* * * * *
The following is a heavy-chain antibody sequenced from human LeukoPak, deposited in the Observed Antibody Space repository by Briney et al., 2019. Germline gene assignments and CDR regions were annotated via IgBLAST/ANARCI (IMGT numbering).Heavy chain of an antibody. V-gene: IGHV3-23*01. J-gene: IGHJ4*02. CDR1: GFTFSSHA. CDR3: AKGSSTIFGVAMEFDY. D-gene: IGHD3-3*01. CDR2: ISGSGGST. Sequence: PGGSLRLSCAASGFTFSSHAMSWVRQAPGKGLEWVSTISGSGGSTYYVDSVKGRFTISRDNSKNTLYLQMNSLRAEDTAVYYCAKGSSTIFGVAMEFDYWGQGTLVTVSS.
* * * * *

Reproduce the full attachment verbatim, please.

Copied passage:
The following is a heavy-chain antibody sequenced from human LeukoPak, deposited in the Observed Antibody Space repository by Briney et al., 2019. Germline gene assignments and CDR regions were annotated via IgBLAST/ANARCI (IMGT numbering).Heavy chain of an antibody. V-gene: IGHV3-23*01. J-gene: IGHJ4*02. CDR1: GFTFSSHA. CDR3: AKGSSTIFGVAMEFDY. D-gene: IGHD3-3*01. CDR2: ISGSGGST. Sequence: PGGSLRLSCAASGFTFSSHAMSWVRQAPGKGLEWVSTISGSGGSTYYVDSVKGRFTISRDNSKNTLYLQMNSLRAEDTAVYYCAKGSSTIFGVAMEFDYWGQGTLVTVSS.